However, while properly documented gifts are acceptable to lenders, you might not want to rely exclusively on the kindness of family members, he adds.
“We see that borrowers that have none of their own money in the transaction are way more likely to default on loans,” Clayton says. “I would much rather do a loan to a 600 FICO client that has 100% of their own down payment, versus a 780 client that is getting 100% [of their down payment as a] gift.”
State and local down payment assistance
Here’s a little-known source of down payment help: state and local assistance programs. Rob Chrane, CEO of Atlanta-based DownPaymentResource.com, says the service has identified close to 2,500 initiatives across the nation.
There are programs in every state, implemented by government agencies, nonprofits, foundations and even employers. Assistance can have a geographic focus as wide as the nation or as narrow as a city — all the way to hyperlocal initiatives targeted as tightly as neighborhoods, and even house by house.
Programs change often; they’re funded, defunded and sometimes funded again.
Often, it’s a matter of matching a property to a program, Chrane says, based on a home’s location and price. Assistance requirements typically set a maximum sale price for a county or other geographic definition. Obviously, these programs aren’t meant to help borrowers buy million-dollar homes or vacation properties, he says.
“There’s typically some maximum household income limit,” Chrane adds. That can vary by location, as well as the number of members in a household, he says. Even statewide programs will have income requirements that are often higher in metropolitan areas and lower in rural areas.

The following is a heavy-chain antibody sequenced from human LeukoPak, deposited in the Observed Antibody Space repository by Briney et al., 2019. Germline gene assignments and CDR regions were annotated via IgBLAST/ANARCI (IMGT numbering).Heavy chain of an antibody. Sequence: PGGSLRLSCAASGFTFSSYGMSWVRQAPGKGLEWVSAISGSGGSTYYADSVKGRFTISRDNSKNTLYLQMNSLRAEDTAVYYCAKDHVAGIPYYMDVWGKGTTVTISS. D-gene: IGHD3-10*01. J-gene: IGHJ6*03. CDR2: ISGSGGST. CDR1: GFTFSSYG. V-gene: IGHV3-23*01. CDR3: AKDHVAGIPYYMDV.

A 2016 study by Attom Data Solutions determined that the typical down payment assistance program benefit, calculated over the life of a loan, was $17,000. The total combined an average savings of nearly $6,000 on the down payment with over $11,000 in monthly house payment savings over the life of a loan.
Benefits can be layered. Chrane says users of the website who were eligible for assistance qualified for an average of eight programs last year.
“There are some myths and misperceptions around this,” Chrane says. “Sometimes people think, ‘Oh, this is only for really low-cost housing, in targeted census tracts, distressed neighborhoods…and very low-income households. It’s much more widely available than that.”
Tapping retirement accounts
If you have a retirement nest egg, you might be tempted to tap a portion of it to help with the down payment. Employer-sponsored 401(k) plans often allow for penalty-free hardship withdrawals or loans. But if you’re under 59½, you’ll pay income taxes and a 10% penalty on the withdrawal. And loans can trigger an immediate repayment — or taxes and a penalty — if you lose your job.
IRA withdrawals for home purchases are allowed, up to $10,000. Roth withdrawals are tax-free and without penalty if you’ve had the account for at least five years. Tapping a traditional IRA will trigger income taxes.